HHSC report on mental health services waiting lists released
The Texas Health and Human Services Commission (HHSC) has released its quarterly report on waiting lists for mental health services, including those in the former NorthSTAR service area. The report provides a snapshot of the number of adults and children on waiting lists to receive community mental health services as well as the average number of days spent waiting.
The creation of the report is required by the General Appropriations Act of the 85th Legislature. The Appropriations Act specifically dedicates over $27 million in general revenue and nearly $4 million in federal funds each fiscal year to eliminate the waiting list for these services, increase capacity to avoid future waitlists, address population growth and its impact on service areas, as well as equitably distribute funding to local mental health authorities.
According to the report, 1,118 adults and 5 children are on waiting lists to receive mental health services. On average, adults and children both spend over 110 days on waiting lists before receiving services or removing themselves from the list. When measuring underserved adults and children, 896 adults and 109 children are on waiting lists.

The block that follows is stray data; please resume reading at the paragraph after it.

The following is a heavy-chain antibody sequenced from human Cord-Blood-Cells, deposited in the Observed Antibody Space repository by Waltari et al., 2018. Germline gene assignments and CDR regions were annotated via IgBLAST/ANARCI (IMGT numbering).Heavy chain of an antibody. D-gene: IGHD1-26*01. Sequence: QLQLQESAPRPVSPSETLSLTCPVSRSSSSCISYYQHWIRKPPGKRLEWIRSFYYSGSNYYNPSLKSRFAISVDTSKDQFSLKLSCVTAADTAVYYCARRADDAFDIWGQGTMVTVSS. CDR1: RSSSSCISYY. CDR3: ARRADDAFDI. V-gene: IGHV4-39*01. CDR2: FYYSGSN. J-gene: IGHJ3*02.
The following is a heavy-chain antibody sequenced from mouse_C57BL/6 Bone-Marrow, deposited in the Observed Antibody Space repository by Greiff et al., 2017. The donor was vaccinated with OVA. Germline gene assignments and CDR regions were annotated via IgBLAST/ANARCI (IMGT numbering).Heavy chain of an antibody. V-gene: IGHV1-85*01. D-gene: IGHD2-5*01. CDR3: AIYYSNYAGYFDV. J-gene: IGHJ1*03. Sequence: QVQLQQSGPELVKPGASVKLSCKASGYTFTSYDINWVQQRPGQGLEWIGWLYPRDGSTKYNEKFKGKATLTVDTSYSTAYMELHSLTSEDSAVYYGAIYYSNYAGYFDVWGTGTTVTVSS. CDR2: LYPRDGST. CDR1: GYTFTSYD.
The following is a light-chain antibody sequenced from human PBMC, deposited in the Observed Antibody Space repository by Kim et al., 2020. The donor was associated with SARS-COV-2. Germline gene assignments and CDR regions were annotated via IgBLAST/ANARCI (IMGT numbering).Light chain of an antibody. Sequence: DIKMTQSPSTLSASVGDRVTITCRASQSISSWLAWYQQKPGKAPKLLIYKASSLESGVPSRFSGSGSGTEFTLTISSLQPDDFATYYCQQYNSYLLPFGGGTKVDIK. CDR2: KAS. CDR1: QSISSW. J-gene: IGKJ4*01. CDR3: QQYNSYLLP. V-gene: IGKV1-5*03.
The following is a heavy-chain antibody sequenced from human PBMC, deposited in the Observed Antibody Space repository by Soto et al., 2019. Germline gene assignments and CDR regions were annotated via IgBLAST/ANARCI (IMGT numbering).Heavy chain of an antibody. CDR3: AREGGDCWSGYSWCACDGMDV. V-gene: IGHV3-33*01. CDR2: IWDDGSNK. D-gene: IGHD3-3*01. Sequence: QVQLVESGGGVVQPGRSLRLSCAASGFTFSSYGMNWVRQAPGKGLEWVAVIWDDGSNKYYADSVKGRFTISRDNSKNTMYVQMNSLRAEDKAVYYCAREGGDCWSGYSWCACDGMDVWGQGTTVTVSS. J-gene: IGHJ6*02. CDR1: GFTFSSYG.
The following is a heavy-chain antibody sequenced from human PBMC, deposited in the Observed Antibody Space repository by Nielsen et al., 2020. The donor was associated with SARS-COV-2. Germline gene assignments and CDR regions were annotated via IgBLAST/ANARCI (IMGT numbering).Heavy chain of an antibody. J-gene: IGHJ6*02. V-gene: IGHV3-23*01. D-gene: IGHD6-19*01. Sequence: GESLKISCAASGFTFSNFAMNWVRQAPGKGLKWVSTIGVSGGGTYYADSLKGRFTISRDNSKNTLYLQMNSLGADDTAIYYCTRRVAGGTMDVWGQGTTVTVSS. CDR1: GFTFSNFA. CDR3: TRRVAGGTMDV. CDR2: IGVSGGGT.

There are several factors that contribute to long waiting lists. One is simply that as Texas’ population grows, the number of adults and children who qualify for state-supported mental health services also grows. Table 9 of the report shows that by 2050, 811,000 adults will likely qualify for state-supported mental health services compared to the 533,907 who qualified in 2016. The table also says that limited funding and workforce shortages in psychiatrists, clinicians, nurses, and mental health professionals contribute to long waiting lists.
The report also evaluated waiting lists for people on forensic commitments – individuals who have been charged with a crime but were acquitted by reason of insanity, or found incompetent to stand trial. For forensic commitments, 586 people are on waiting lists for an average of 47 days. In addition, there are 362 individuals who require treatment in a maximum security unit on a waiting list who wait an average of 225 days.
Fortunately, the report shows that in this first quarter, 2,432 adults and 90 children were removed from these waiting lists. For forensic hospital beds, waiting list changes evened out with 558 people removed from waiting lists while 556 were added.
So far, the report says no money allocated from the Appropriations Act has been used to remove people from waiting lists. Instead, they say decreases in numbers are due to HHSC encouraging mental health authorities to utilize their available resources. The HHSC says that expenditure data will be included in the second quarterly report.